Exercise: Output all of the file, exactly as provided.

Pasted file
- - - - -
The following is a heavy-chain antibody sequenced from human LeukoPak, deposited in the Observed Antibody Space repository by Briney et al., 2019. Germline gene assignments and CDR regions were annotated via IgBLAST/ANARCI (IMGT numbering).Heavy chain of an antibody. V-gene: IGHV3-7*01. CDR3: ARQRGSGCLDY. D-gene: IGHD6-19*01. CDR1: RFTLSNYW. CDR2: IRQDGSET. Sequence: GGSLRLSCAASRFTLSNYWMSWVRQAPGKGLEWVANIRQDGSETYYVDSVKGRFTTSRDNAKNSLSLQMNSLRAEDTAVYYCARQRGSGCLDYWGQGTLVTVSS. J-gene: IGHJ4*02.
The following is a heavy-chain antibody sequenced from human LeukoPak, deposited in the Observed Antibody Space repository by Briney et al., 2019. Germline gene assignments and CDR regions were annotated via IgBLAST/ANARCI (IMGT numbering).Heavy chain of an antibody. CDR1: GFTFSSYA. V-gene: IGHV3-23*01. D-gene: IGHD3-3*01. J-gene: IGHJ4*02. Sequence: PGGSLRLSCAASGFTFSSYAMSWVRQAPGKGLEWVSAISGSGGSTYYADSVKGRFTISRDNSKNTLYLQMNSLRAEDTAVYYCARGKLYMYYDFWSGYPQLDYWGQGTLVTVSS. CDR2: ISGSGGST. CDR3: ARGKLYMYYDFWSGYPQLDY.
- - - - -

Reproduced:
The following is a heavy-chain antibody sequenced from human LeukoPak, deposited in the Observed Antibody Space repository by Briney et al., 2019. Germline gene assignments and CDR regions were annotated via IgBLAST/ANARCI (IMGT numbering).Heavy chain of an antibody. V-gene: IGHV3-7*01. CDR3: ARQRGSGCLDY. D-gene: IGHD6-19*01. CDR1: RFTLSNYW. CDR2: IRQDGSET. Sequence: GGSLRLSCAASRFTLSNYWMSWVRQAPGKGLEWVANIRQDGSETYYVDSVKGRFTTSRDNAKNSLSLQMNSLRAEDTAVYYCARQRGSGCLDYWGQGTLVTVSS. J-gene: IGHJ4*02.
The following is a heavy-chain antibody sequenced from human LeukoPak, deposited in the Observed Antibody Space repository by Briney et al., 2019. Germline gene assignments and CDR regions were annotated via IgBLAST/ANARCI (IMGT numbering).Heavy chain of an antibody. CDR1: GFTFSSYA. V-gene: IGHV3-23*01. D-gene: IGHD3-3*01. J-gene: IGHJ4*02. Sequence: PGGSLRLSCAASGFTFSSYAMSWVRQAPGKGLEWVSAISGSGGSTYYADSVKGRFTISRDNSKNTLYLQMNSLRAEDTAVYYCARGKLYMYYDFWSGYPQLDYWGQGTLVTVSS. CDR2: ISGSGGST. CDR3: ARGKLYMYYDFWSGYPQLDY.